Denotational design with type class morphisms. Conal Elliott.
Type classes provide a mechanism for varied implementations of standard interfaces. Many of these interfaces are founded in mathematical tradition and so have regularity not only of types but also of properties (laws) that must hold. Types and properties give strong guidance to the library implementor, while leaving freedom as well. Some of the remaining freedom is in how the implementation works, and some is in what it accomplishes.
To give additional guidance to the what, without impinging on the how, this paper proposes a principle of type class morphisms (TCMs), which further refines the compositional style of denotational semantics. The TCM idea is simply that the instance’s meaning is the meaning’s instance. This principle determines the meaning of each type class instance, and hence defines correctness of implementation. In some cases, it also provides a systematic guide to implementation, and in some cases, valuable design feedback.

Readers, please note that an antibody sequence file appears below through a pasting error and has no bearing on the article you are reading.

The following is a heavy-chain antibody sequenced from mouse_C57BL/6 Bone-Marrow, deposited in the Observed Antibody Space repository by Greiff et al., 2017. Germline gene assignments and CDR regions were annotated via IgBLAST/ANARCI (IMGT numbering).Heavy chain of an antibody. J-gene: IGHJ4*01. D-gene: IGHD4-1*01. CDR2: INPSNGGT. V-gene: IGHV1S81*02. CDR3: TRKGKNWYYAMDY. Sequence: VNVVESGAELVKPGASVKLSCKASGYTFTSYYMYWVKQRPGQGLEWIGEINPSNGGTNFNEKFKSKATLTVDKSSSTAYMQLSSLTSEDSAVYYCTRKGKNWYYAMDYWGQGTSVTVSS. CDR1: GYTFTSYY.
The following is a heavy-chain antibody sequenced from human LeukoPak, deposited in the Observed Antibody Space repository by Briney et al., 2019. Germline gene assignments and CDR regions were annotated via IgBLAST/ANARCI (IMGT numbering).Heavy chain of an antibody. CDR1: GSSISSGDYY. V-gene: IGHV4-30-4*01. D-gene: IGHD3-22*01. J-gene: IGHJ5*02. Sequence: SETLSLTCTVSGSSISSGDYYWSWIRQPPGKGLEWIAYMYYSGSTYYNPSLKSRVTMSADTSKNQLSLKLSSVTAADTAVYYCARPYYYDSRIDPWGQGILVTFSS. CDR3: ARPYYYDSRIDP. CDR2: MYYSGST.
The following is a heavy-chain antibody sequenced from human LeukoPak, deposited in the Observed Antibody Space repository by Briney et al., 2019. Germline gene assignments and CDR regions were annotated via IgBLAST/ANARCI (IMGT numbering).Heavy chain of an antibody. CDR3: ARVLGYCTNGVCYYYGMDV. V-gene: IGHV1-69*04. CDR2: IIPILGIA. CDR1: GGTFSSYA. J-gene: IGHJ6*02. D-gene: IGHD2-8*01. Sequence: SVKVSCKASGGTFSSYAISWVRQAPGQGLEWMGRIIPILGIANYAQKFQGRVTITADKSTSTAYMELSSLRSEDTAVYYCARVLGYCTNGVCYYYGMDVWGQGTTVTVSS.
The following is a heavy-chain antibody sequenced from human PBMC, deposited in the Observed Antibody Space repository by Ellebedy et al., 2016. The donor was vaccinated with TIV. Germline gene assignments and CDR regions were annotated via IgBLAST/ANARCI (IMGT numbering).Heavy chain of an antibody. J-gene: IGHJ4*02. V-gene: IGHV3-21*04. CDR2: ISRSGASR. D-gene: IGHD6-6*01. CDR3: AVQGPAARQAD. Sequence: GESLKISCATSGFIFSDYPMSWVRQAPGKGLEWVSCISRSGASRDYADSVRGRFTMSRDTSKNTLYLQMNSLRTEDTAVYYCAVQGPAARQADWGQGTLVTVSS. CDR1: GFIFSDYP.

The paper is illustrated with several examples of type, meanings, and morphisms.
To continue in our new all-Conal format... This paper brings together a bunch of things that Conal's been talking about lately, and "algebra of programming" fans will probably like his approach.
(I have a hunch that what he calls a "type class morphism" could be described using standard categorical jargon, but I haven't given it much thought. Suggestions?)